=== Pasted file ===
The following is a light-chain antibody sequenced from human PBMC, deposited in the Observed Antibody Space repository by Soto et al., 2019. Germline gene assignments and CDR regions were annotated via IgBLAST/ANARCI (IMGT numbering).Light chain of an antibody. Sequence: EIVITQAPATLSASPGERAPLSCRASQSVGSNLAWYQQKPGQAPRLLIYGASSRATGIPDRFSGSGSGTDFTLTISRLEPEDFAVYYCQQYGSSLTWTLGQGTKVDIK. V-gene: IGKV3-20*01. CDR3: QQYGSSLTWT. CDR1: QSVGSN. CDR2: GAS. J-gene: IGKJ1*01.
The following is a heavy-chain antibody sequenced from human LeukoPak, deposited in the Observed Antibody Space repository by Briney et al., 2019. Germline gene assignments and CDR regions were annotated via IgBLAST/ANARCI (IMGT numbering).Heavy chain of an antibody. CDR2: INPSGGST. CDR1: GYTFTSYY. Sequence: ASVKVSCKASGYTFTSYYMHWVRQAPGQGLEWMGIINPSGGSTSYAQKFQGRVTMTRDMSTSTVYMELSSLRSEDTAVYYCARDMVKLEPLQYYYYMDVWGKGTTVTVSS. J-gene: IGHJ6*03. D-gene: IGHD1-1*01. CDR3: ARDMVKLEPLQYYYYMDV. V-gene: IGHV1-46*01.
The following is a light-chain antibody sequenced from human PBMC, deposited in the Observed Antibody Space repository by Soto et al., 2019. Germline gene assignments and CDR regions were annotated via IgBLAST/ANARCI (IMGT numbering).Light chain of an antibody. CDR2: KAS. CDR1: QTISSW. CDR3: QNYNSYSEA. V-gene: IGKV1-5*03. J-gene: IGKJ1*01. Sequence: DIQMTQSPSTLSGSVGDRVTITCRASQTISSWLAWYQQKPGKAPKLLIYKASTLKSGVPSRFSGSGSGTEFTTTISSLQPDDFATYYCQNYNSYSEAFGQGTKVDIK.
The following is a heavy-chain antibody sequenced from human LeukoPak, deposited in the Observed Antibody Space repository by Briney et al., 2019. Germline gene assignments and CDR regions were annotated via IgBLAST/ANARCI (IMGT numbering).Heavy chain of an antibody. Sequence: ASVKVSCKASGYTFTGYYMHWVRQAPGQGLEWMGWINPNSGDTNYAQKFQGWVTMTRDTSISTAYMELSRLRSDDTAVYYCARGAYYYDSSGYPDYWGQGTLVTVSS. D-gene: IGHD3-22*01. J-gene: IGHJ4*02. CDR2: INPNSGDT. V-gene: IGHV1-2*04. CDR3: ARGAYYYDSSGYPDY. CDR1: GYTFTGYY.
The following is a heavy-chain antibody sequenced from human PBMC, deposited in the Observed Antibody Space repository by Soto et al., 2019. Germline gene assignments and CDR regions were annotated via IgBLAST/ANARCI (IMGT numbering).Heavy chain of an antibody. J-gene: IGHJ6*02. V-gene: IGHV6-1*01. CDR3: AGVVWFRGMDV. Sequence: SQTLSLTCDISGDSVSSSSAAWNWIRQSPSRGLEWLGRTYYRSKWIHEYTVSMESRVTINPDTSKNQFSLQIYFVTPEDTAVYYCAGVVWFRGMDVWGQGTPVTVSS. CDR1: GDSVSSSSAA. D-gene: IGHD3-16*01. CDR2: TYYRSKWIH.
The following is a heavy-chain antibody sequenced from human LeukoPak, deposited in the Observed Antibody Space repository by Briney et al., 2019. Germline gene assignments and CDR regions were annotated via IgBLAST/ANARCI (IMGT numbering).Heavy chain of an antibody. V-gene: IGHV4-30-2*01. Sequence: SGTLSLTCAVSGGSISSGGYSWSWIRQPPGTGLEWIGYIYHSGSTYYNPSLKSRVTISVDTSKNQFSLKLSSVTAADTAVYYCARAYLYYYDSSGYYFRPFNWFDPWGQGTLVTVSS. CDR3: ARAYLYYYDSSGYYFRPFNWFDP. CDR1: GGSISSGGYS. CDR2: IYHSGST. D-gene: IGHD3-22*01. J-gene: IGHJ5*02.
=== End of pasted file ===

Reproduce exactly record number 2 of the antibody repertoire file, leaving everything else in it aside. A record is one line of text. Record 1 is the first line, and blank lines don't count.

The following is a heavy-chain antibody sequenced from human LeukoPak, deposited in the Observed Antibody Space repository by Briney et al., 2019. Germline gene assignments and CDR regions were annotated via IgBLAST/ANARCI (IMGT numbering).Heavy chain of an antibody. CDR2: INPSGGST. CDR1: GYTFTSYY. Sequence: ASVKVSCKASGYTFTSYYMHWVRQAPGQGLEWMGIINPSGGSTSYAQKFQGRVTMTRDMSTSTVYMELSSLRSEDTAVYYCARDMVKLEPLQYYYYMDVWGKGTTVTVSS. J-gene: IGHJ6*03. D-gene: IGHD1-1*01. CDR3: ARDMVKLEPLQYYYYMDV. V-gene: IGHV1-46*01.